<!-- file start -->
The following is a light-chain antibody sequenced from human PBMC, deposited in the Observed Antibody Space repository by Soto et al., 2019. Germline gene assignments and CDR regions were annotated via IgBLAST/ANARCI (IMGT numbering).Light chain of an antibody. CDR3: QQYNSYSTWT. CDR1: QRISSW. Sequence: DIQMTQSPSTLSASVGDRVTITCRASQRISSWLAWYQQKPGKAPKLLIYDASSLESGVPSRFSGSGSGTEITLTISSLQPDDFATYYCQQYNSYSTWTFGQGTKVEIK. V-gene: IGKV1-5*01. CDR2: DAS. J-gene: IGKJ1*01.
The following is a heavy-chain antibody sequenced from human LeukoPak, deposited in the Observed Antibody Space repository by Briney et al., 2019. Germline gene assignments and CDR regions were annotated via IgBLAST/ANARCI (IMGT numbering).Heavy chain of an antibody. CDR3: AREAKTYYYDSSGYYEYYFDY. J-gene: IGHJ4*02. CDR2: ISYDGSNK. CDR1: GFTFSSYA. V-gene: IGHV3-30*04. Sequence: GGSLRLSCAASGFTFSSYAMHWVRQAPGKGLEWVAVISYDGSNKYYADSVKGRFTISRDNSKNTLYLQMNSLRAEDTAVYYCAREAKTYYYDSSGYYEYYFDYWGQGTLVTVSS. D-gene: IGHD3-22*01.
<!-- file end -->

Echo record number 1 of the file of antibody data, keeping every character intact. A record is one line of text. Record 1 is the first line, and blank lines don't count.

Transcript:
The following is a light-chain antibody sequenced from human PBMC, deposited in the Observed Antibody Space repository by Soto et al., 2019. Germline gene assignments and CDR regions were annotated via IgBLAST/ANARCI (IMGT numbering).Light chain of an antibody. CDR3: QQYNSYSTWT. CDR1: QRISSW. Sequence: DIQMTQSPSTLSASVGDRVTITCRASQRISSWLAWYQQKPGKAPKLLIYDASSLESGVPSRFSGSGSGTEITLTISSLQPDDFATYYCQQYNSYSTWTFGQGTKVEIK. V-gene: IGKV1-5*01. CDR2: DAS. J-gene: IGKJ1*01.